Everything About Fiction You Never Wanted to Know.
Jump to navigation Jump to search
Missing-season-2 6367.jpg

1-800-Missing (2003-2006) is a crime drama centered on Jessica Mastriani (Caterina Scorsone), who acquires psychic abilities after being hit by lightning. She uses the clues from her psychic visions to help the FBI locate missing persons. At first, Jess is unable to control her psychic abilities, and the dreams she gets after seeing pictures of missing persons are full of symbolism and often difficult to interpret. She becomes better able to control and understand her visions as the series goes on.

After the first season, the show was retooled, which included replacing the supporting characters, making the dynamic more ensemble-based, replacing the theme tune with something more upbeat, and changing the title to just Missing.[1]

The cast included Gloria Reuben as Jess' partner FBI Agent Brooke Haslett, Justina Machado as FBI Agent Sunny Estrada, and Dean McDermott as Assistant Director Alan Coyle in the first season, then Vivica A. Fox as Jess' partner FBI Agent Nicole Scott, Mark Consuelos as FBI Agent Antonio Cortez, and Justin Louis as Assistant Director John Pollock in the second and third seasons.

Altogether, the show lasted three seasons on Lifetime in the U.S. (airing on A and later W Network in Canada). So far, only the second season has been released on DVD.

1-800-Missing is based on the YA novel series 1-800-WHERE-R-U by Meg Cabot, but shares few similarities beyond the basic premise. This is Lampshaded in the later books, where the TV show exists in-universe and many characters watch it, but talk about how it has no basis in Jess' real experiences.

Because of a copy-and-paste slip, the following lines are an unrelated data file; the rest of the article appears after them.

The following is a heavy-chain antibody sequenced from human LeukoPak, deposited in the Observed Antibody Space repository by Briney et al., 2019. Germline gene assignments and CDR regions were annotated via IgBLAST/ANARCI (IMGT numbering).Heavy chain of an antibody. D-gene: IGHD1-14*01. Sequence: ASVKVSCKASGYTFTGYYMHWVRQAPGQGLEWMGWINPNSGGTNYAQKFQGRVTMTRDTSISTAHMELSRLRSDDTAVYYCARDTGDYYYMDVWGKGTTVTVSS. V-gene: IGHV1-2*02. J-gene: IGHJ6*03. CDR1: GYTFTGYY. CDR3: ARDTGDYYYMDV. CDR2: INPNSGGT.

Tropes used in 1-800-Missing include:
  • Artifact Title: The title of the book series, 1-800-WHERE-R-U, refers to a missing persons hotline that plays an important role in the story. The "1-800" in the series title is an artifact to connect it to the book series, but does not describe anything in the TV show itself. (This was probably a contributing factor to the title change.)
  • Belligerent Sexual Tension: Jess and Jack Burgess.
  • By-The-Book Cop: Jess, once she becomes an agent. This is mostly because, as a rookie, she's still learning the ropes and is nervous about getting things wrong, in contrast to Nicole's more experienced abilities in how to size up a situation and figure out when breaking or bending the rules is a more efficient or effective way of getting things done.
  • Firing in the Air a Lot: Brooke does this in "Basic Training" to get the attention of someone about to shoot Jess.
  • Lightning Can Do Anything: Jess Mastriani acquired Psychic Powers after being hit by lightning.
  • Mail Order Bride: The plot of "Ties That Bind" deals with a mail order bride who leaves the man she was supposed to marry and to be with someone else, then goes missing.
  • Odd Couple: Jess and Nicole.
  • Parental Sexuality Squick: Jess gets this regarding her mother's boyfriend in "Ties That Bind."
  • Reality Is Unrealistic: In "Lost Sister," Jess and Jack are undercover trying to sell counterfeit designer bags. In order to make sure their product is high-quality, they use actual designer bags. The man they're trying to bust complains that the stitching is wrong and the straps are too narrow. (It's possible that he doesn't actually see anything wrong with them, however, and is just inventing flaws to bargain them down to a lower price.)
  • Replaced the Theme Tune
  • Retool: See the show description above.
  • Undercover As Lovers: In "Lost Sister," Jess and Jack go undercover as a pair of married swingers, much to Jess' chagrin.
  • Wait Here: In the first episode, Brooke tells Jess to wait in the car while she checks out the scene. Jess doesn't.
  • What the Hell, Hero?: Jess gets called out on this in the first episode by a missing girl she finds, who it turns out ran away with her father because her mother died and she didn't think her father could legally get custody.
  1. Not to be confused with the non-fiction series Missing, which profiles actual missing persons cases, or the 2009 BBC crime drama Missing.